Scientists should be allowed to genetically modify human embryos because such experiments are essential to deepen understanding of basic biology, an international group of science and ethics experts said on Thursday.
A report by the Hinxton Group, a global network of stem cell researchers, bioethicists and science policy and publishing experts, said being able to edit the genetic code of human embryos was of tremendous value to research.
It added, however, that allowing genetically modified embryos to be used in clinical settings where they would go on to be born as GM babies was, for now, a step too far.
"We believe that while this technology has tremendous value to basic research and enormous potential... it is not sufficiently developed to consider human genome editing for clinical reproductive purposes at this time," they said in a statement.
Scientists are currently debating the potential future use of new genetic technology that has the potential to create "designer babies" - a concept widely viewed with disapproval.
The technology, called CRISPR-Cas9, allows scientists to edit virtually any gene they target, including in human embryos, enabling them to find and change or replace genetic defects.
Chinese biologists triggered an international furor this year when they reported carrying out the first experiment to edit the DNA of human embryos.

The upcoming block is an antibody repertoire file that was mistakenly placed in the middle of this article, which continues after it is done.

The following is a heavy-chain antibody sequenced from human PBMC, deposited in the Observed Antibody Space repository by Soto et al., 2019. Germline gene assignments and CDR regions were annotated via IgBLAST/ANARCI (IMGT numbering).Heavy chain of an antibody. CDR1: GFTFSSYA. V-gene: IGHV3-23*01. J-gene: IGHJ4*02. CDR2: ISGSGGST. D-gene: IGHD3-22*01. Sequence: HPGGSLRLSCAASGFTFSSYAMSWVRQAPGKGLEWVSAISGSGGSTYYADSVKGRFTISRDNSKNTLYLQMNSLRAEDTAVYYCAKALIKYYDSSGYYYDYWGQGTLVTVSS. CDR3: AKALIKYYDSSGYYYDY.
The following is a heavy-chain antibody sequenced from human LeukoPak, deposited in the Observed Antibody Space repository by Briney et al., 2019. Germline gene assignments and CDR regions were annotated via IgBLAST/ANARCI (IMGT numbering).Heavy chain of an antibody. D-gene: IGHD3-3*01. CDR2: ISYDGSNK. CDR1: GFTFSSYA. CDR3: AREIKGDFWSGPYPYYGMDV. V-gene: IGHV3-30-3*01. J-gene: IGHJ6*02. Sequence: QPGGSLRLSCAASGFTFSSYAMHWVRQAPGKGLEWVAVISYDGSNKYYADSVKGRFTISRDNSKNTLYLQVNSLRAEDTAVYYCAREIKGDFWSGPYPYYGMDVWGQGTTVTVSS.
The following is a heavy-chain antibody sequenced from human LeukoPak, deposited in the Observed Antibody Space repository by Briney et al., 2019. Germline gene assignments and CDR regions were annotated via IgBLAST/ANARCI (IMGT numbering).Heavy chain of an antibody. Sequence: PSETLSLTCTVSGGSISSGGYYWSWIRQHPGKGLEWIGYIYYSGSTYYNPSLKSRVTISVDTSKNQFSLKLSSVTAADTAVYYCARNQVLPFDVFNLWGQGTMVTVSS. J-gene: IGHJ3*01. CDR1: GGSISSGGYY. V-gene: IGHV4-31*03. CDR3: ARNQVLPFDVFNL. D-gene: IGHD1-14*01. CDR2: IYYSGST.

Many scientists argue its potential to drive medical advances and help cure devastating diseases outweighs concerns about its potential abuse by people wishing to create so-called "designer babies".
But critics say once the technology is allowed for research purposes, it is inevitable it will end up creating a market for enhanced, genetically modified babies.
Debra Mathews of the Johns Hopkins Berman Institute of Bioethics in the United States and a lead member of the Hinxton Group, noted in a statement that there is "controversy and deep moral disagreement about human germline genetic modification".
"What is needed is not to stop all discussion, debate and research," she said, "but rather to engage with the public, policymakers and the broader scientific community and to weigh together the potential benefits and harms of human genome editing for research and human health."